Veneer Recovery from Beetle-Killed Spruce Trees, Kenai Peninsula, Alaska
Author: Lowell, E.C.
Source: Western Journal of Applied Forestry, Volume 16, Number 2, 1 April 2001 , pp. 65-70(6)
Publisher: Society of American Foresters
Abstract:A four-level, visual classification system based on tree condition was developed for beetle-killed spruce on the Kenai Peninsula, Alaska. The veneer recovery study estimated volume and value of veneer recovered from trees in all but the most deteriorated class (class 4). Trees were selected by dbh and deterioration class from plots spanning the peninsula. Results showed significantly lower recovery of both volume and value for logs from dead trees compared to logs from live trees. Volume and value recovery did not statistically differ between deterioration classes 2 and 3. There was about a 6% difference in cubic recovery between logs and veneer blocks from live (class 1) and dead (classes 2 and 3) trees. Defect present before beetle attack (existing defect) played a significant role in recovery results. Models were developed by deterioration classes incorporating losses from existing defect. Each 1% of existing defect translated to a decrease of 0.4% in cubic recovery and a loss of $1.96/CCF of gross woods-length log volume. The recommendation is to have two deterioration classes: one for live and infested trees and a second for dead trees. These two classes are sufficient for evaluating veneer recovery. West. J. Appl. For. 16(2):65–70.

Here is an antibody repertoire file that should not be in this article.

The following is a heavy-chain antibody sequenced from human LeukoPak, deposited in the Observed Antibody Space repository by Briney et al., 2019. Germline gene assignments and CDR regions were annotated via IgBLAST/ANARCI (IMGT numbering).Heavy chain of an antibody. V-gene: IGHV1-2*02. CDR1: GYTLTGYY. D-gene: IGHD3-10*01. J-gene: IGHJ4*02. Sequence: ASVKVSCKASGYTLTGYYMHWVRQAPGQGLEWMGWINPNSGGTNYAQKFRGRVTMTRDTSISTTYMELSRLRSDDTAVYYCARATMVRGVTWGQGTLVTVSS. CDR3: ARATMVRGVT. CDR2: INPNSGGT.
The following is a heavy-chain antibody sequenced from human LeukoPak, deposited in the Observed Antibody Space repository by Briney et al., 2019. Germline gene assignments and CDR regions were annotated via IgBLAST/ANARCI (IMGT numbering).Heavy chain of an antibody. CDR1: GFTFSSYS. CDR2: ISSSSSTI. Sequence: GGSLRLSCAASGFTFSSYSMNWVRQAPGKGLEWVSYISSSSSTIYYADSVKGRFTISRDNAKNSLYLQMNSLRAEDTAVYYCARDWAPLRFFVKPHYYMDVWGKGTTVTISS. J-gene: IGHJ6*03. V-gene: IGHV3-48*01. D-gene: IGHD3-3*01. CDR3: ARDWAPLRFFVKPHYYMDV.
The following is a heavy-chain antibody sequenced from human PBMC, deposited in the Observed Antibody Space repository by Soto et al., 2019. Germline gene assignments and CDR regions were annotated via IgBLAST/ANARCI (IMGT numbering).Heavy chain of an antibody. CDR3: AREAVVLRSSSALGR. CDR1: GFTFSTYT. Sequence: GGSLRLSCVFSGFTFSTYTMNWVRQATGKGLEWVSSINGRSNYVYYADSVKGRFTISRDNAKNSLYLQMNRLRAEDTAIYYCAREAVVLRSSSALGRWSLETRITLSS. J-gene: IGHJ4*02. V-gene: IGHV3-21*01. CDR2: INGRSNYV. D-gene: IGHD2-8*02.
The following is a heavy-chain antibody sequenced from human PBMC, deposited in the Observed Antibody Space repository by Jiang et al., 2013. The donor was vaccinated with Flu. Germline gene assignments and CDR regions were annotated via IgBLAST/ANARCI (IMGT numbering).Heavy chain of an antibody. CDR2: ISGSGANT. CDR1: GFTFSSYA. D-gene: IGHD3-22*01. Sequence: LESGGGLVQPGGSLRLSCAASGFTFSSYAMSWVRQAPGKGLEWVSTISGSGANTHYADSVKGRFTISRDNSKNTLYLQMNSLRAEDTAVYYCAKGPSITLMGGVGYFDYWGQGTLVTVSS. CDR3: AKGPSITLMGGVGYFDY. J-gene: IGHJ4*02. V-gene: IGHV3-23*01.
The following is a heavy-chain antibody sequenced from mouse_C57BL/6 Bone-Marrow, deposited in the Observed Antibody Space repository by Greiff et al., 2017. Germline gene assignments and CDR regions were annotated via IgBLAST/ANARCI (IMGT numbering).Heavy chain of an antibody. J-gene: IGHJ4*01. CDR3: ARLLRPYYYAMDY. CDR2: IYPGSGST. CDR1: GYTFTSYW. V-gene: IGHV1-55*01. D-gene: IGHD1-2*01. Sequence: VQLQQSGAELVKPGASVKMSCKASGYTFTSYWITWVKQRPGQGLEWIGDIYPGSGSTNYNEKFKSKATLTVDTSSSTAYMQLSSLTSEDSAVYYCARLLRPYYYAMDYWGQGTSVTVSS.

Keywords: Dendroctonus rufipennis; environmental management; forest; forest management; forest resources; forestry; forestry research; forestry science; natural resource management; natural resources; sitka spruce; veneer recovery; white spruce
Document Type: Miscellaneous
Publication date: 1 April 2001
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